Thank you, Susie, for your inquisitiveness, your curiosity. I love that you return to and re-read passages to make sure you understand what has happened. You demonstrate such devotion and earnestness in your reading that it makes me want to be more careful in my reading.
Thank you, Diana, for your lowkey brilliance. You will shruggingly toss out an observation that entirely reshapes the way I think about a character, a plot line, an authorial decision. “Yeah, well, she needed to tell the story that way in order to build suspense,” you’ll say, picking at a blade of grass and glancing around unassumingly. BOOM. My understanding of the book has been reformed.
Thank you, Gina, for your investment in the books and characters we read. I know few people who care more about what happens in literature than you do — the way you talk about characters and plotlines, with such passion and empathy and frustration, engages me deeply in the books we read, makes me see the books as extensions of our own experiences.
ICYMI: please read along! And if you’re in NYC, shoot me an email to reserve a spot for our next gathering. We’ll be meeting in the art studio of the fabulously talented Inslee, who just recently sent me this moving article on french fries and parenting that had us both in tears.
Post Script: The Best Books I’ve Read in the Last Two Years.
We talked about a lot of books on this blog, but here is a shortlist — the can’t miss, must read of the bunch.
+All the Names They Used for God by Anjali Sachdeva. Easily my favorite book we’ve read in book club thus far. Wildly imaginative, creepy, provocative. The stories sit with you for a long while. Full review here.
+The Last Mrs. Parrish by Liv Constantine. In a totally different category: this chick lit thriller slayed me. I was reading into the wee hours of the morning with this one. I can’t recall the last time a book shocked me as much as this one did. Such a thrill ride.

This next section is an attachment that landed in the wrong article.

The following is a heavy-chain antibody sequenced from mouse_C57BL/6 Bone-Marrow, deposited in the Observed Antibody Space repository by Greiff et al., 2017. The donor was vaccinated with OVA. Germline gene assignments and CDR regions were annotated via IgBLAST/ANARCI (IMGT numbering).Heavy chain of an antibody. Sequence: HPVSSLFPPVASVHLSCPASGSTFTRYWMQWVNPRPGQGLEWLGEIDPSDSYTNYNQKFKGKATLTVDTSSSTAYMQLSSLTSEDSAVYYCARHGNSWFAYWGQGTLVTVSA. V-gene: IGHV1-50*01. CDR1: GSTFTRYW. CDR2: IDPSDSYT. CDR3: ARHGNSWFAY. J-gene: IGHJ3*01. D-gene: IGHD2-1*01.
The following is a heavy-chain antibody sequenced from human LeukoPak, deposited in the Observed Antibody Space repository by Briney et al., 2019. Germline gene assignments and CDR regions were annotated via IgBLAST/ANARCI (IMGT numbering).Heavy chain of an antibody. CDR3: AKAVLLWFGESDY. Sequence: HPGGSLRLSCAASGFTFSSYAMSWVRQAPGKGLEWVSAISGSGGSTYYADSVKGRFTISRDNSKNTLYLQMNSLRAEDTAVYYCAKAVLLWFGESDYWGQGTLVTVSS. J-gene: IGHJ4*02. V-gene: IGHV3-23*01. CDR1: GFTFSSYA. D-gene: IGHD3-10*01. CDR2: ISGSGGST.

+In Other Words by Jhumpa Lahiri. This quiet little book on language and identity doubles back on itself. It reads simply but you’ll find yourself treading in deep waters, mulling over the metacommentary for weeks after. But what is language after all? you’ll find yourself wondering. Potent, big stuff.
+Upstream by Mary Oliver. A poetic, stirring set of musings on nature and life and boundaries and blurrings between them. This left me philosophical.
+The Silent Duchess by Dacia Maraini. One of the funkiest, richest books I’ve ever read. A lot happening here on the gender front between love and sexual assault, patriarchies and matriarchies, inheritances and bloodlines, silence and speech. Very very very very weird and very very very very good.
+Open by Andre Agassi. OK, I might have read this over two years ago. But just over. This was one of the best memoirs I’ve ever read. A fascinating and insightful (poetic!) look at tennis and its psychology, plus juicy drama about one of the biggest sports stars of the 90s. Really good read.
What about you? If you could nominate just one book as the best book you’ve read in the last two years, what would it be?
P.P.S. In case you’re already on the hunt for a festive look for the holiday circuit: this blouse or — wait for it — this epic $98 dress, which feels like a more sophisticated approach to glitter. Kind of like my boots in that cool gunmetal hue. LOVE.
P.P.P.S. 10 books that will change your life.